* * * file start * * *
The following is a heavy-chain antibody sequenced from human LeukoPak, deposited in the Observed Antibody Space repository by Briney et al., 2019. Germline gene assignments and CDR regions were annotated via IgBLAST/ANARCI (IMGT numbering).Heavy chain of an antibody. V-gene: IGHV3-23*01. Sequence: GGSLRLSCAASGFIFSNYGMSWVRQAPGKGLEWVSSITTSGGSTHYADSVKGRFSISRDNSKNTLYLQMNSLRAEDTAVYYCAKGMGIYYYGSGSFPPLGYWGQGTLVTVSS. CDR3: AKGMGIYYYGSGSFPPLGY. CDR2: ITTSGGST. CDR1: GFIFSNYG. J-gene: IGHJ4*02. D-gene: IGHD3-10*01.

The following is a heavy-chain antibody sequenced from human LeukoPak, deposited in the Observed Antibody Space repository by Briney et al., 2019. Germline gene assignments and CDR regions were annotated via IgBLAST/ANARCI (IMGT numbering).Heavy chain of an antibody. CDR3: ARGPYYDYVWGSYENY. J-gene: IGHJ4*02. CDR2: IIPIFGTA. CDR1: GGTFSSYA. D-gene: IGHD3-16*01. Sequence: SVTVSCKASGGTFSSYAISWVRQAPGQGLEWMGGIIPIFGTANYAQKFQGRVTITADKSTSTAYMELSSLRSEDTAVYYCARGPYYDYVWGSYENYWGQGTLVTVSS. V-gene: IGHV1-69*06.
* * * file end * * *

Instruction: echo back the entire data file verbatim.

The following is a heavy-chain antibody sequenced from human LeukoPak, deposited in the Observed Antibody Space repository by Briney et al., 2019. Germline gene assignments and CDR regions were annotated via IgBLAST/ANARCI (IMGT numbering).Heavy chain of an antibody. V-gene: IGHV3-23*01. Sequence: GGSLRLSCAASGFIFSNYGMSWVRQAPGKGLEWVSSITTSGGSTHYADSVKGRFSISRDNSKNTLYLQMNSLRAEDTAVYYCAKGMGIYYYGSGSFPPLGYWGQGTLVTVSS. CDR3: AKGMGIYYYGSGSFPPLGY. CDR2: ITTSGGST. CDR1: GFIFSNYG. J-gene: IGHJ4*02. D-gene: IGHD3-10*01.

The following is a heavy-chain antibody sequenced from human LeukoPak, deposited in the Observed Antibody Space repository by Briney et al., 2019. Germline gene assignments and CDR regions were annotated via IgBLAST/ANARCI (IMGT numbering).Heavy chain of an antibody. CDR3: ARGPYYDYVWGSYENY. J-gene: IGHJ4*02. CDR2: IIPIFGTA. CDR1: GGTFSSYA. D-gene: IGHD3-16*01. Sequence: SVTVSCKASGGTFSSYAISWVRQAPGQGLEWMGGIIPIFGTANYAQKFQGRVTITADKSTSTAYMELSSLRSEDTAVYYCARGPYYDYVWGSYENYWGQGTLVTVSS. V-gene: IGHV1-69*06.